The one, the only Billy Strings kicked the whole shebang off Friday night on the Missouri Ballroom main stage with a ripping good set backed by the Kitchen Dwellers and Pat Fiddle. It was a dirty, nasty good showing of some bluegrass favorites, old standards, and all served with a healthy dose of grassed-up attitude. Billy and the boys started their set with some fast pickin’ and a really fine “Big Mon” (Bill Monroe), Billy himself picking up the melody line at the beginning at then handing it off to Pat Fiddle for an on-the-money solo. They took this directly into Billy on vocals with the classic “Long Gone” featuring Torrin Daniels on a mighty banjo solo. Some more excellent fiddle from Pat led us into “Red Rockin’ Chair”, Billy crooning away for us in his powerful baritone. Speaking of Billy, let’s talk about this gentleman for a second shall we? Obviously on the younger side of this business, Billy is already a treasure of the bluegrass world. That perfect combination of talent and skill and dogged determination, this man is clearly destined for great things in this musical realm of ours. With a voice and singing style to match his other-worldly playing, he is the complete and consummate musician and every inch a professional. We had a chance to sit down with Billy on Saturday for a fantastic interview (INTERVIEW HERE)…all of this and more came up during our time with our new comrade. Personable and freely giving of his time, I am happy to call him friend. And his performances at Big Sky encompassed all of this and more. Later down the set, Billy belted out the lyrics of “You Won’t Be Satisfied” for us all over his own quick pickin’ as Shawn Swain provided some tasty mando licks to accompany, Pat Fiddle sawing away in style. They followed this with the classic crowd-pleaser “Big Spike Hammer” which got us all singing along. The next song was an original by Billy inspired by his brother living in Florida: “Pine Trees”. Yet another song dominated by Pat’s fiddling — man, can that cat play!! It was like he was trying for the Sam Bush MVP Award or something. Then the Kitchen Dwellers and Pat took their leave for a couple of solo numbers from Billy. The first of these was “a nod to Doc Watson” according to Billy…a little flat-pickin’ in the form of “Beaumont Rag” which was a lightning-quick journey up and down the fret board with Billy in the lead. Especially when he turned it up double-time at the end. Flat pickin’? Fast pickin’!! Damn fine all around! Slowing things down to ballad speed, Billy gently sang a gorgeous “Black Mountain” for us, this one absolutely showing off this man’s versatility. Later on, “Meet Me at the Creek” was a powerful number that morphed into a nasty, nasty, amazing jam in the middle with everyone in the ensemble having a chance to step out and strut their stuff on their chosen instruments. Supremely good organic music going down on that stage. Definitely the reason we all do stuff like this. Billy and the boys finished the set off with a sizzling hot “Little Maggie” with Torrin and Shawn trading off in counterpoint alongside Billy’s guitar. One helluva closer for one helluva set! Suffice it to say, my recommendation is to go and see Billy Strings play as soon as humanly possible. You’ll only be doing yourself a favor. A really big favor.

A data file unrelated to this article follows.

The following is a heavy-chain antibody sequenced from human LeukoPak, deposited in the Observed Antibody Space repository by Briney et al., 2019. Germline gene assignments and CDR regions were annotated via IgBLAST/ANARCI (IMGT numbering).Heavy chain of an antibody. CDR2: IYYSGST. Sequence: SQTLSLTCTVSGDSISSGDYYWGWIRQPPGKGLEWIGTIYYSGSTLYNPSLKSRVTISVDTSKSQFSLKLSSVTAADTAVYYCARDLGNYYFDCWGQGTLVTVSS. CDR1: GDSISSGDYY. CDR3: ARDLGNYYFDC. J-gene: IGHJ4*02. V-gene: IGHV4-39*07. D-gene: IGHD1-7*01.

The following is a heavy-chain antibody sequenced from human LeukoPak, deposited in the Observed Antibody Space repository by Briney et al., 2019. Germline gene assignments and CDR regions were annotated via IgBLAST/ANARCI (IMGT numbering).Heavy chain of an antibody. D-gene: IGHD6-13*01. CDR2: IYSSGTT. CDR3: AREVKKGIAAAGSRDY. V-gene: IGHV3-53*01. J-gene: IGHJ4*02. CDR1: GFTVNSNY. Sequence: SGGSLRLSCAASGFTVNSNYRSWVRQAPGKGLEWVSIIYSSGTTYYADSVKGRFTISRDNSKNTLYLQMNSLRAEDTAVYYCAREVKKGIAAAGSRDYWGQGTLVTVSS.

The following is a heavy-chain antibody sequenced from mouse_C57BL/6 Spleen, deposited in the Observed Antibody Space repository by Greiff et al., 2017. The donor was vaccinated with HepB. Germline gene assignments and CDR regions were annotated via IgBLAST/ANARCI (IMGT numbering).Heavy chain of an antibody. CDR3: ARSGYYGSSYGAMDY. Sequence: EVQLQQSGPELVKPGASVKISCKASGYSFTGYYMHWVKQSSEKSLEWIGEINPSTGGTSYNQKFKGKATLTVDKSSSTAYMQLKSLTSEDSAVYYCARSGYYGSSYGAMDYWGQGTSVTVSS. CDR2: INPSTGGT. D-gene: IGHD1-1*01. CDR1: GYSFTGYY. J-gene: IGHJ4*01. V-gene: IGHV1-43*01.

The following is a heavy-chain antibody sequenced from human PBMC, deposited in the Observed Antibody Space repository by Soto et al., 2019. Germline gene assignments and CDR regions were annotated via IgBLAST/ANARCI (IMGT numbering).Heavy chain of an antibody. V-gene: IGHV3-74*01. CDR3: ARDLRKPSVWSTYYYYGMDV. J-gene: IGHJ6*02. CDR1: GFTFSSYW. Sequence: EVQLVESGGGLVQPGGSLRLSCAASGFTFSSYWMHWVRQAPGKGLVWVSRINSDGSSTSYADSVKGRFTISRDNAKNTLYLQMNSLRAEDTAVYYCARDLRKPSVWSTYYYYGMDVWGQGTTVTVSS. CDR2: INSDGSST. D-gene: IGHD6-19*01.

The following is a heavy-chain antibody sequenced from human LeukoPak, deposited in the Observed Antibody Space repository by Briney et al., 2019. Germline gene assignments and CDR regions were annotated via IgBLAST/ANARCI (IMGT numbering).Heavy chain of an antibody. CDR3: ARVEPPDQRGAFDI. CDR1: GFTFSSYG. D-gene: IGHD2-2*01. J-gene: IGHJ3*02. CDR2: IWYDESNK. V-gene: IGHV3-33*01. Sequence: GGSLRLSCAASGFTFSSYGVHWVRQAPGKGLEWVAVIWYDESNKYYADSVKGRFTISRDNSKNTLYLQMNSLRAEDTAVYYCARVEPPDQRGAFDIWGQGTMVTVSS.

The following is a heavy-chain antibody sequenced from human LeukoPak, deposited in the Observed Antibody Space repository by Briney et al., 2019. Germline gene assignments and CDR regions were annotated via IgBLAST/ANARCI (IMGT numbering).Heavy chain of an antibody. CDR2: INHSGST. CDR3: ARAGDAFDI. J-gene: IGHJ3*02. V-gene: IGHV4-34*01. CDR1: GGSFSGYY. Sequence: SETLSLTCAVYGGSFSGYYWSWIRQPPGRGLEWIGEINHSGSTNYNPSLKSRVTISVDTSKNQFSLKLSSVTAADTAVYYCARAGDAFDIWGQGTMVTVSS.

Then we had the privilege of some Frank Solivan & Dirty Kitchen up on the main stage. I was pretty psyched since this festival weekend was my first time seeing them live. And I wasn’t to be disappointed in the slightest. Definitely a tight, polished group when it comes to bluegrass music, Frank and his band put on one exquisite show. Sadly, we entered the show a bit late, but I was instantly into the vibe as we walked in. Clearly, Frank and DK had been killing it from the looks on everyone’s faces. And I was jazzed to be in the mix…we arrived right as they were getting into “No Life in This Town” and they tore it up. Incredible vocal harmonies over skilled musicianship? You bet! Definitely my cup of tea. Frank? Amazing vocalist and very fine mandolin player. I was grateful to be getting to know his music to be sure! The sad and soulful “Caz” came after which mellowed the mood a bit, but in a really good way from a musical standpoint. I say this because it completely buoyed up the energetic and bright song that followed. This featured some fantastic guitar work from Chris Luquette as well as some mighty mandolin stylings from Frank himself. This is not to mention some supremely excellent banjo from Mike Munford with Jeremy Middleton’s stalwart bass line keeping everything up with a stout foundation. Truly the ensemble sound of this band is wonderful. “Wild Unknown” was to be Jeremy’s vocal debut on this number. And it was fantastic. Honestly. But, we’ve got some footage of it for you so you can make your own call. I bet you agree with us: